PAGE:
It is with mixed emotions that I write on Joe’s blog today. His wife Tamara has asked me to do this, and I feel ready just after a year of losing my best friend.
Joe Bower will always have a profound impact on my life, just like he has on many people he came into contact with and I am a better teacher and person for knowing him for over 15 years. Joe and I talked about so many topics over that time, most of those represented well in his blog. Joe was a prolific writer, and suggested I pen some of my own thoughts. We would be talking and he would yell “That’s a blog post Kelly!” so here I go…
You Say you want this, so why are you doing that… Redux
In 2011, Joe wrote a blog post about this topic and I aim to expand it a little.
After teaching for 27 years, I have come to the conclusion that the vast majority of people in education are in it for the right reasons and are principled in their intentions. I also find, however, that there are many educational practices that do not jive with what I feel kids really need.
Now, I am not SO arrogant that I think all share my progressive values, so I try my best to have conversations with my colleagues from time to time about educational philosophy. Most of the time, the dialogue is engaging, messy, and thought provoking ( at least to me…). I see the passion in these people, they love kids, they love teaching. They DO see the chasm between what they know kids need and what schools often deliver- and it often makes them sad.
So….If teachers want to make changes, why don’t they act on it? Some of the answers, I believe, are:
- They think they need permission
- They do not want to hurt peoples feelings or feel they are being unprofessional by not doing what others are doing
- They often do not have a forum for such discussion
For the sake of brevity, I will focus on the last point.
I find it interesting that we find it important to have teacher education programs that include philosophy of teaching and learning, but once student teachers graduate, we seem to limit the discussion to pedagogy. Good teaching practice is important, but if we are not sure of the REASONS for doing things, we can drift from some of our main goals of education like ensuring children love learning.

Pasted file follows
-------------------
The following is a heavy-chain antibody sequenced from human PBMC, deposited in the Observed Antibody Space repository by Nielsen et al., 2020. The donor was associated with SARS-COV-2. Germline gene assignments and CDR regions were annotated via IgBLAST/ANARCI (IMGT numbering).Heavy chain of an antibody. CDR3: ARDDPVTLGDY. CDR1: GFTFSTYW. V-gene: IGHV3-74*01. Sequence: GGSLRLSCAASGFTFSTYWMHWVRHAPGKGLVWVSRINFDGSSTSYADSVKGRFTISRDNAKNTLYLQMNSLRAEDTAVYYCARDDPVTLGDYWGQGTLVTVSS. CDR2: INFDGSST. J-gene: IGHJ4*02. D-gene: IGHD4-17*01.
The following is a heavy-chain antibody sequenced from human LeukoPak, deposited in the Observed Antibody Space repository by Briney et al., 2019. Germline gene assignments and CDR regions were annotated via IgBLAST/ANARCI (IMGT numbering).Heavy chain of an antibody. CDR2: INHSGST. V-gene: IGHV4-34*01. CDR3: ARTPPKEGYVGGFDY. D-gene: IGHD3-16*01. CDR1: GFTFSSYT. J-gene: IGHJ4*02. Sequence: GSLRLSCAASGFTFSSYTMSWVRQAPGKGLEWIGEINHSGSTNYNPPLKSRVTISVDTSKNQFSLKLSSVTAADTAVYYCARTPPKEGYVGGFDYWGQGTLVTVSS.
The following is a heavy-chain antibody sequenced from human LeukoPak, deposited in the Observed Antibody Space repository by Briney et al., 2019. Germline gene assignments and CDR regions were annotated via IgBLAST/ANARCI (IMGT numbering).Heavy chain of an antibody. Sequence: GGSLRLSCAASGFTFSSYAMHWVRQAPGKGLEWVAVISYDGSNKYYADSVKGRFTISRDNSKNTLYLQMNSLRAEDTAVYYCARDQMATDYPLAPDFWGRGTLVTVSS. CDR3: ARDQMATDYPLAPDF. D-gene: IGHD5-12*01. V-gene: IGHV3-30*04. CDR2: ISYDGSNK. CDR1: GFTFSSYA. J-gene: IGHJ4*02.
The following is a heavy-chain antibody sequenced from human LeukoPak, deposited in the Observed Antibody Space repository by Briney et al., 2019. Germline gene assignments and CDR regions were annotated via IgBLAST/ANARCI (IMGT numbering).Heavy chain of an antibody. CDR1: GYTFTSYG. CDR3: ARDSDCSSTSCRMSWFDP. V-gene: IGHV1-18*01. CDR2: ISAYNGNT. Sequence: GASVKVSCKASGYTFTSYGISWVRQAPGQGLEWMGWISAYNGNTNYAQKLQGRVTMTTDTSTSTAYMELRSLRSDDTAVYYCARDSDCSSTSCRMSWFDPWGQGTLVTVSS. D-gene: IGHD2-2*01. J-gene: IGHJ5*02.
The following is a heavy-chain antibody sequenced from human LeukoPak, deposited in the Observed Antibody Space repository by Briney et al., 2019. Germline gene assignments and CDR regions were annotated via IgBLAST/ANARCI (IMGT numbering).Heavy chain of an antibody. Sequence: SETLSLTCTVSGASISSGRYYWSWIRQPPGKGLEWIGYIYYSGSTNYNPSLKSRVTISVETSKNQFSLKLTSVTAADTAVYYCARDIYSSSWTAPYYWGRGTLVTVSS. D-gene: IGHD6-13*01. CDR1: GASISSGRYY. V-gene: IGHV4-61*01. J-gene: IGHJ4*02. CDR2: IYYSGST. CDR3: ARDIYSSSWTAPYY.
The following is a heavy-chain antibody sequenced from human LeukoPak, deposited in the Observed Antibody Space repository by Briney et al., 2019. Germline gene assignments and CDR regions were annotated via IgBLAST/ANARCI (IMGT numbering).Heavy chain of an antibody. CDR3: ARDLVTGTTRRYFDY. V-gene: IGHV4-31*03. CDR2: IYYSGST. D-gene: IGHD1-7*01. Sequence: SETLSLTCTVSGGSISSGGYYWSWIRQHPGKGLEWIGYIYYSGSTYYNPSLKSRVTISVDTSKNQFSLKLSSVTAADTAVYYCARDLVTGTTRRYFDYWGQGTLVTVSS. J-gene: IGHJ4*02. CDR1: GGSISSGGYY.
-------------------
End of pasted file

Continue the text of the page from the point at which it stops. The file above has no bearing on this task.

Alfie Kohn writes:
“We need to be transparent about our premises and goals. If we don’t bring them to the surface and defend them, others will take their place by default. If we don’t ask, “what are we looking for here? What matters most to us,and how can we tell if we have been successful?” Then we’ll just be evaluated on the basis of standardized test scores.
If we are to have these discussions about what is important to us in education, we must also discuss what is NOT important and try to get rid of those things. Many things we do as teachers and teacher leaders, are being done because they seem to have always been done that way or we want to do as much as humanly possible for children and parents. The problem is, we don’t have that much capital to spend. We are maxed out. We need to put our energy into what matters most and there is only so much time in the day.
These will be difficult conversations, but ones that will help steer you back to why you got into this awesome profession in the first place. We all cannot be like Joe, but we can and should talk about things that matter to us.
Here is hoping that loads of you have many messy, engaging, enraging, philosophical education talks with your colleagues. I sure miss mine with Mr. Bower
P.s. I would love to hear your thoughts about my post or respond to me on Twitter @flamesstamp